We present a detailed investigation of higher order modes in photonic crystal slabs. In such structures the resonances exhibit a blue-shift compared to an ideal two-dimensional photonic crystal, which depends on the order of the slab mode and the polarization. By fabricating a series of photonic crystal slab photo detecting devices, with varying ratios of slab thickness to photonic crystal lattice constant, we are able to distinguish between 0th and 1st order slab modes as well as the polarization from the shift of resonances in the photocurrent spectra. This method complements the photonic band structure mapping technique for characterization of photonic crystal slabs.
© 2011 OSA
The properties of photonic crystals (PCs) [1,2] offer unique ways for the control of light. Because of their compatibility with standard semiconductor processing, two-dimensional (2D) PC structures are the most commonly used [3–5]. An important class of 2D-PCs is the photonic crystal slab (PCS) [6–8], which additionally confines photons in the out-of-plane direction with a dielectric slab. Applications of PCSs include micro cavities , lasers [10,11] and detectors [12,13].
In a PCS additional eigenmodes can propagate, because of the higher order modes of the slab wave guide. This fact was pointed out in previous works [6,7], but no detailed theoretical or experimental investigation has been shown so far. Analogous to solid-state physics, where electron confinement in a heterostructure creates subbands, the higher order modes, due to optical confinement of photons within the slab, create photonic subbands. For photonic band gap (PBG) devices the unwanted higher order modes reduce the achievable band gap for guided modes .
The resonances of a PCS in the mid-infrared region (MIR) can be directly measured by fabricating it from a quantum well infrared photodetector (QWIP) [8,15,16]. In this letter, we present an investigation of PCS-QWIP structures where higher order slab modes are excited and demonstrate a method to identify the order of the slab mode as well as the polarization. This complements characterization methods of PCs such as the photonic band structure mapping technique [4,17,18], which provides information about the PC modes, but not about the slab modes.
2. Design and fabrication
The layer sequence of the used structure is grown by molecular beam epitaxy (MBE) with a 2 µm thick Al0.85Ga0.15As sacrificial layer, a 500 nm thick GaAs Si doped (carrier concentration 2 × 1018 cm−3) bottom contact layer, a 1.4 µm thick active region and a 100 nm thick GaAs doped (carrier concentration 2 × 1018 cm−3) top contact layer. The contact layers are used for collection and lateral transport of the photocurrent to the gold contacts. The QWIP consists of 26 periods of 45 nm Al0.30Ga0.70As barriers and 4.5 nm GaAs quantum wells. The optical intersubband transition from the bound ground state to the first excited state, here a quasi-bound state, is designed to operate at a wavelength of 8 µm. Electrons in the bound state are supplied by Si delta doping the QW with an equivalent sheet carrier density of 4 × 1011 cm−2 per period.
The PC with a hexagonal lattice (lattice constant a) of holes (radius r) in a dielectric medium is fabricated by anisotropic deep etching through the active zone into the sacrificial layer. After mesa etching and SiN isolation deposition, the extended top and bottom gold contact pads, which are annealed to obtain ohmic contacts for efficient extraction of the generated photocurrent, are deposited. The last process step is selective underetching with a 24% HCl solution to remove the sacrificial AlGaAs layer creating a free standing PCS of the air-bridge type with a final slab thickness of d = 2 µm (Fig. 1(a) ).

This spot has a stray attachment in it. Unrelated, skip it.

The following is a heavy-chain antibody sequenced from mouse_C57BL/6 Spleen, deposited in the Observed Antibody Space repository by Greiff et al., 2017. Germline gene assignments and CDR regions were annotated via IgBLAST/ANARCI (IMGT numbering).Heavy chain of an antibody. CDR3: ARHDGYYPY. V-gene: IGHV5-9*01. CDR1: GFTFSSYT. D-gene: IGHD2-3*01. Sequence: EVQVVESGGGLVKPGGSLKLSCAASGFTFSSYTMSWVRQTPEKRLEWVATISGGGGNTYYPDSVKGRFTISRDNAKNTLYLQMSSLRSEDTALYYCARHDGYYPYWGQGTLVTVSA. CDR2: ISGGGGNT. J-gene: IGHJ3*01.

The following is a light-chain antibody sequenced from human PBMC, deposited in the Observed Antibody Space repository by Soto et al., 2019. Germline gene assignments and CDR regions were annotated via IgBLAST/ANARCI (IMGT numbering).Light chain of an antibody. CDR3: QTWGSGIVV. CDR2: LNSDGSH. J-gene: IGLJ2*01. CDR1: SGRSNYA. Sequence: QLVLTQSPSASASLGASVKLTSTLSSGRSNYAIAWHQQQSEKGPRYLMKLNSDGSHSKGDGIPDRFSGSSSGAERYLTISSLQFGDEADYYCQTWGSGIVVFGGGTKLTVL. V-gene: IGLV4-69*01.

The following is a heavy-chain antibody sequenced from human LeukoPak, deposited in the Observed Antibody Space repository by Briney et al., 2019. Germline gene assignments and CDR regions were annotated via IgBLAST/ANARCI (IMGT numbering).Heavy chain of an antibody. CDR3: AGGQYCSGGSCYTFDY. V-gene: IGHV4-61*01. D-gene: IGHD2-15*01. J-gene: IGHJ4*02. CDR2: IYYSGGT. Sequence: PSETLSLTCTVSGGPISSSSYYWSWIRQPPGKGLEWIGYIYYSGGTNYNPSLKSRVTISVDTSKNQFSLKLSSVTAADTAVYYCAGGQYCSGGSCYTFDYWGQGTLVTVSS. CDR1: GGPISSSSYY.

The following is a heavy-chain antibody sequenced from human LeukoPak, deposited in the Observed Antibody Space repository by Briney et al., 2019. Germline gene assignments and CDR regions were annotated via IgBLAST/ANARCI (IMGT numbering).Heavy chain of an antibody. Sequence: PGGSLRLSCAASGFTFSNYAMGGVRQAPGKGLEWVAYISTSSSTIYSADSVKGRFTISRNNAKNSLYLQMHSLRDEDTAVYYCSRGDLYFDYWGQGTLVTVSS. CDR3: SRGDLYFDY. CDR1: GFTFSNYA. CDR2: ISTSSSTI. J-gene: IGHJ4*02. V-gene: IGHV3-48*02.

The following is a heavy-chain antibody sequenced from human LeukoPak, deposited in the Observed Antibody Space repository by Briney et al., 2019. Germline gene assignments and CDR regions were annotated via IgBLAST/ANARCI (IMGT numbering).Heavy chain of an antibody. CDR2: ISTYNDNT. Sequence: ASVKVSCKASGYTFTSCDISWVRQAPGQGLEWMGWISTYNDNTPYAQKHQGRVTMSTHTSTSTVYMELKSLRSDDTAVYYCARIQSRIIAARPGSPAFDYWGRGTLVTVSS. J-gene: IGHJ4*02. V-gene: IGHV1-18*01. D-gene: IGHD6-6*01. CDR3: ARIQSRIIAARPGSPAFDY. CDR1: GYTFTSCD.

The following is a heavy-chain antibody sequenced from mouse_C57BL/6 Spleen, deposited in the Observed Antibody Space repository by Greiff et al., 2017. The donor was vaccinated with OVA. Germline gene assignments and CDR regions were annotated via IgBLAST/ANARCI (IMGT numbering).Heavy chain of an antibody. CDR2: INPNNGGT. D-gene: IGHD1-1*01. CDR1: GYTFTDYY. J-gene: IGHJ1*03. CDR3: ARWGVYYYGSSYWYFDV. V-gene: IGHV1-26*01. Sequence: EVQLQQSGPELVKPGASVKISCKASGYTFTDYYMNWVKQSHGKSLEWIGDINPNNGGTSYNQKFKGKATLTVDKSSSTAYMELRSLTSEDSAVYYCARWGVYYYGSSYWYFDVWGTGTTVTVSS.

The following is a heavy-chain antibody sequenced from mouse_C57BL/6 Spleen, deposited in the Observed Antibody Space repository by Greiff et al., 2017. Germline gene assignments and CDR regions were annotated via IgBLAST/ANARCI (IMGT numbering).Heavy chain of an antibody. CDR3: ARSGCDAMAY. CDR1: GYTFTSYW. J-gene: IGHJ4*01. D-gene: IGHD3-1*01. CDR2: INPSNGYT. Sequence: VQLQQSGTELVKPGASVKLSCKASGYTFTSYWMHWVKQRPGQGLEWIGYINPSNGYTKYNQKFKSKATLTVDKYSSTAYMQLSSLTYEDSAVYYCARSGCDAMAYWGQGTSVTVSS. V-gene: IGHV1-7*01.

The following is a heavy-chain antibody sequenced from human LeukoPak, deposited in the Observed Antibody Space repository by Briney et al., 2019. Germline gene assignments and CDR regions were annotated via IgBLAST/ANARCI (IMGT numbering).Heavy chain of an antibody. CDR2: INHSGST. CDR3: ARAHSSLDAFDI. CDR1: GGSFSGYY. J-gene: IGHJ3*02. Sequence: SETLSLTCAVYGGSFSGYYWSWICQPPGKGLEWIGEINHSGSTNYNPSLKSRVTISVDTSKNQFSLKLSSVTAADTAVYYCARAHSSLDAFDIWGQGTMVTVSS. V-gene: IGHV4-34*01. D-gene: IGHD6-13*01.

The QWIP is operated at 50 K, well below the background limited performance temperature TBLIP = 69 K. In a standard QWIP, normal incident light does not generate photocurrent due to intersubband transitions requiring an electric field in the growth direction . Therefore, the photocurrent spectrum of the standard QWIP is obtained by a 45° wedged sample measurement. In the PCS-QWIP, normal incident light can couple into the radiating modes of the PCS, which are located above the light line . Incident photons with insufficient energy to excite electrons from the bound into the quasi-bound state cannot generate photocurrent. Therefore, all resonances of the PCS are designed above the QWIP peak responsivity (1250 cm−1), where photons can excite electrons into the continuum. Due to the transition probability becoming smaller, the generated photocurrent diminishes for higher energetic photons, but the long lifetime of photons in the PCS modes enhances the generated spectral photocurrent. The spectral dependence of the photocurrent is obtained with a broadband glowbar source and a Fourier transform infrared (FTIR) spectroscopy setup. We have previously shown that the PCS enhances the performance of the QWIP . In the range from 1500 to 3000 cm−1, where the QWIP shows a low responsivity (Fig. 1(b), dashed line), sharp peaks are measured at the PCS resonances (Fig. 1(b), solid line).
3. Photonic band structure calculation
To design the response peaks of the PCS-QWIP, the photonic band structure of the PC has to be modeled. The band structure is calculated with the revised plane wave expansion method (RPWEM) [20,21] with an effective refractive index approximation to account for wave guiding in the slab. In an ideal 2D-PC, the modes can be separated into pure transversal electric (TE) and transversal magnetic (TM) polarized waves. Due to the missing translational invariance in the out-of-plane direction, the PCS modes are not purely TE or TM. However, since they strongly resemble TE and TM modes of an ideal 2D-PC, they are classified as TE-like and TM-like . In contrast to the pure TE modes in an ideal 2D-PC, the TE-like modes of a PCS generate photocurrent in the QWIP, because of mode-mixing  and a non-zero electric field component along the growth direction.